“Also, Barr doesn’t have a prayer of winning, so voting for him would be the same as not voting”

    so morals should be trumped by the ability to win?

    “which is not an option when the likes of Obama are running.”

    Of course, this is only helped when people refuse to look beyond the two “major” candidates.

    But the real reason to not support Barr?

    He’s conservative, and Republicans aren’t.

  • Darius

    Barr is libertarian, NOT conservative.

    Mostly, this is a matter of pragmatism. Barr doesn’t have an icicle’s chance in hell of winning, while McCain has a very solid chance. Would you also have me vote for myself since I am my own personal best option, since I agree with 100% of my own views (notwithstanding the fact that I don’t care to be president, nor am I old enough)? Or would you have me use common sense and realize that I don’t have a shot at winning and actually vote for someone who does?

  • Paul


    read any poli sci book EVER written.

    Libertarian = all the way right wing

    modern-day Republican: center-right

    modern-day Democrat: center-left

    Green Party: left wing

    If you’re a libertarian, you’re for less government involvement, like your boy Reagan, except that they actually believe it.

    How Republicans can call for new government agencies, drug czars and the rest and still call themselves anymore conservative than Karl Marx is beyond me.

  • Darius

    Legalizing prostitution and drugs is a conservative idea??? I agree that libertarian positions coincide with conservative values sometimes, just as libertarians and liberals agree on a lot (see prostitution). But that doesn’t make libertarianism the true conservatism.

  • Paul


    here’s the difference: they’re conservatives, and you’re a “conservative.”

    Anyone that thinks that the drug czar, the DEA and the inability to fight gang crime throughout the country is a good idea isn’t just not conservative, but they’re freaking nuts, too.

  • John Lofton, Recovering Republican

    “But let your communication be, Yea, yea; Nay, nay: for whatsoever is more than these cometh of evil.” – Matthew 5:37.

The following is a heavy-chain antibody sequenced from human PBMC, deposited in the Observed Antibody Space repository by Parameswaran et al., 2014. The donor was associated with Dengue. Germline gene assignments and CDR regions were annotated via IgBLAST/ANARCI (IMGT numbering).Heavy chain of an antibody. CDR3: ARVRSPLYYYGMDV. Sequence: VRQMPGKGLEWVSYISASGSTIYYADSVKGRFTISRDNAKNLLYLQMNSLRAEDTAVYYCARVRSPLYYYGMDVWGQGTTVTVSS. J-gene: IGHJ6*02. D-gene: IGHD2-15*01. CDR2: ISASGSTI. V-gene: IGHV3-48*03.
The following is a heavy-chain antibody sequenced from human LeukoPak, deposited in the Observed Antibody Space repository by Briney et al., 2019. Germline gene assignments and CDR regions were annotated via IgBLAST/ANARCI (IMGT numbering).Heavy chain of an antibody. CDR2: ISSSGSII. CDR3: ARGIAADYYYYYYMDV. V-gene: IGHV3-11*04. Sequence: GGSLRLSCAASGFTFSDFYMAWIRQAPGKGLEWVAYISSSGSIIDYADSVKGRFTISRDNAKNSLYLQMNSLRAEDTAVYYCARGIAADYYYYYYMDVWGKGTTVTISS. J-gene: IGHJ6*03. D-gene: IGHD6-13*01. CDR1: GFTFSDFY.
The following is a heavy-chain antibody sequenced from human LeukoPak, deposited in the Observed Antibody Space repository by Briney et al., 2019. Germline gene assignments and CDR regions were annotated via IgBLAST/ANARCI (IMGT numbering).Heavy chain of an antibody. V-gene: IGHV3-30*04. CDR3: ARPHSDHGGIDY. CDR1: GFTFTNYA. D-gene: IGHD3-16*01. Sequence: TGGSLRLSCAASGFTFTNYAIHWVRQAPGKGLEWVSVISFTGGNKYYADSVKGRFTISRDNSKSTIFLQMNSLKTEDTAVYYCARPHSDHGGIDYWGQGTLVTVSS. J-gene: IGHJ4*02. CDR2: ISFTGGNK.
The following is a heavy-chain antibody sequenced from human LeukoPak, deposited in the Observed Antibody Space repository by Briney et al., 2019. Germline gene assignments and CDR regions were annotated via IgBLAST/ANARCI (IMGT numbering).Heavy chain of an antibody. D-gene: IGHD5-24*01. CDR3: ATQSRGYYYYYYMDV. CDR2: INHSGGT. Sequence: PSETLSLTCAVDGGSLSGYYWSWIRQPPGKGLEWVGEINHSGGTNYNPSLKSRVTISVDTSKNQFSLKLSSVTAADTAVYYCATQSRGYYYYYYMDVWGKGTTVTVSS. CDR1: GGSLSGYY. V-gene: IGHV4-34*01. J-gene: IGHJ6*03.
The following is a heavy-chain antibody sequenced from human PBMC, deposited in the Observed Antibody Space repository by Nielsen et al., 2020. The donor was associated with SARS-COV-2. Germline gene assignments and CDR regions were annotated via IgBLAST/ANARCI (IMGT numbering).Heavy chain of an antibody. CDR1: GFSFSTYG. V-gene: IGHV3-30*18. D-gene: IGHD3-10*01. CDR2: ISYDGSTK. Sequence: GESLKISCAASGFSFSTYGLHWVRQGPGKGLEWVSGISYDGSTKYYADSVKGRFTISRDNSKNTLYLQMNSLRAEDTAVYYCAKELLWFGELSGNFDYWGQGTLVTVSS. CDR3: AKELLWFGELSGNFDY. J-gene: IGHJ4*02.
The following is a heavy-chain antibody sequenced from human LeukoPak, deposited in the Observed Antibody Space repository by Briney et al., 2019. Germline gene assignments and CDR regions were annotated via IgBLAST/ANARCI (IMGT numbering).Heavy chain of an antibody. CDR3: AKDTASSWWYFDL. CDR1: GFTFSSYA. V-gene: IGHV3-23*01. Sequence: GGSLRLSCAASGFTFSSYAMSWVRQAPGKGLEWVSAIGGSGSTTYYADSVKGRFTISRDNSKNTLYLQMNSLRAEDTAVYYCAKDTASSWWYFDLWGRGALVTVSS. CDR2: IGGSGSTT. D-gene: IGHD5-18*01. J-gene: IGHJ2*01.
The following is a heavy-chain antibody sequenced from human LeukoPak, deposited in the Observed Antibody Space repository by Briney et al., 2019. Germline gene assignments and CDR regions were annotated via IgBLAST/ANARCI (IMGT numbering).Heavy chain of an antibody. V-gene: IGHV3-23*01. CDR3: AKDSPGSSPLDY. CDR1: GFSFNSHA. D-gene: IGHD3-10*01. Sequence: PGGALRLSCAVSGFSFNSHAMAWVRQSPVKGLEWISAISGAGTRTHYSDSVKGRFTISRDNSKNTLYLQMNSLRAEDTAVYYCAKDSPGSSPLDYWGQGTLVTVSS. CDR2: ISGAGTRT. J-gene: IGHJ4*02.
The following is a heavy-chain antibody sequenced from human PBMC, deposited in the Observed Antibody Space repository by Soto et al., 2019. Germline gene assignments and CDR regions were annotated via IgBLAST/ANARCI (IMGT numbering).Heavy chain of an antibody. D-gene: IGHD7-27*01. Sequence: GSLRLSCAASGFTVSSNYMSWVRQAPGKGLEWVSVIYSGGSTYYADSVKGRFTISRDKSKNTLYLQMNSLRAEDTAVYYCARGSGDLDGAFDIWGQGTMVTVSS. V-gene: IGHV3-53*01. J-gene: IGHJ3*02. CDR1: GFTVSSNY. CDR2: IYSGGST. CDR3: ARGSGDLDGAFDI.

Dr. Dobson has called abortion “murder” (Jan. 20, 2003 press release). He has said he would never vote for any politician who supports the killing of even one baby. John McCain is for exceptions, believing it’s OK, it should remain “legal,” to murder babies in the womb that are there because of rape/incest. Thus, there is no way Dr. Dobson can support/vote for McCain without shredding his own credibility and leaving himself open to the charge that he is a double-minded man (James 1:8) which, alas, he will have proven himself to be if he supports McCain.

    John Lofton, Editor, TheAmericanView.com
    Recovering Republican

  • Truth Unites.. and Divides

    Dobson suffers NO, Zero, Zip, Nada, Zilch loss of credibility or respect from me for his statements indicating that he may endorse McCain given how dreadful he thinks Obama will be if Obama’s elected President.

    Besides, any one with a modicum of reasoning ability will understand that Dobson’s possible endorsement of McCain is not really an endorsement of McCain, but really an anti-Obama endorsement.

    Dobson good. Wallis bad.

  • Jeff Bailey

    I think Dobson realized he had better follow his followers. I’m afraid he decided he wanted the attention more than the loss of credibility.

  • volfan007

    I’m very glad that Dr. Dobson changed his mind. And, I will also be reluctantly voting for John McCain for President.

    Where is a Ronald Reagan when you need him?


  • joe

    Bob barr is a good candidate on most small government issues and much can be learned from the Libertarian party on the role of government. But they miss bad on the life issue… Libertarian Party platform statement of principles article 1.4 reads “Recognizing that abortion is a sensitive issue and that people can hold good-faith views on all sides, we believe that government should be kept out of the matter, leaving the question to each person for their conscientious consideration.” which is essentially a pro choice view.